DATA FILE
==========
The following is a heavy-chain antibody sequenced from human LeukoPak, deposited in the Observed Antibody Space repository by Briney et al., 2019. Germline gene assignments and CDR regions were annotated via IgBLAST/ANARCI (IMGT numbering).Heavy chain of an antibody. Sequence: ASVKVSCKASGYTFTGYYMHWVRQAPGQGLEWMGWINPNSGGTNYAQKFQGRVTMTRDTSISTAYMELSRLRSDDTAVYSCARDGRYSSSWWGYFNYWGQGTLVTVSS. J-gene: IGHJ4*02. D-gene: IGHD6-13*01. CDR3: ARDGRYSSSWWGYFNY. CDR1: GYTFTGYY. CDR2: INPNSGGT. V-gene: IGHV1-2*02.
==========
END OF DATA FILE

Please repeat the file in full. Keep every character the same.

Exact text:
The following is a heavy-chain antibody sequenced from human LeukoPak, deposited in the Observed Antibody Space repository by Briney et al., 2019. Germline gene assignments and CDR regions were annotated via IgBLAST/ANARCI (IMGT numbering).Heavy chain of an antibody. Sequence: ASVKVSCKASGYTFTGYYMHWVRQAPGQGLEWMGWINPNSGGTNYAQKFQGRVTMTRDTSISTAYMELSRLRSDDTAVYSCARDGRYSSSWWGYFNYWGQGTLVTVSS. J-gene: IGHJ4*02. D-gene: IGHD6-13*01. CDR3: ARDGRYSSSWWGYFNY. CDR1: GYTFTGYY. CDR2: INPNSGGT. V-gene: IGHV1-2*02.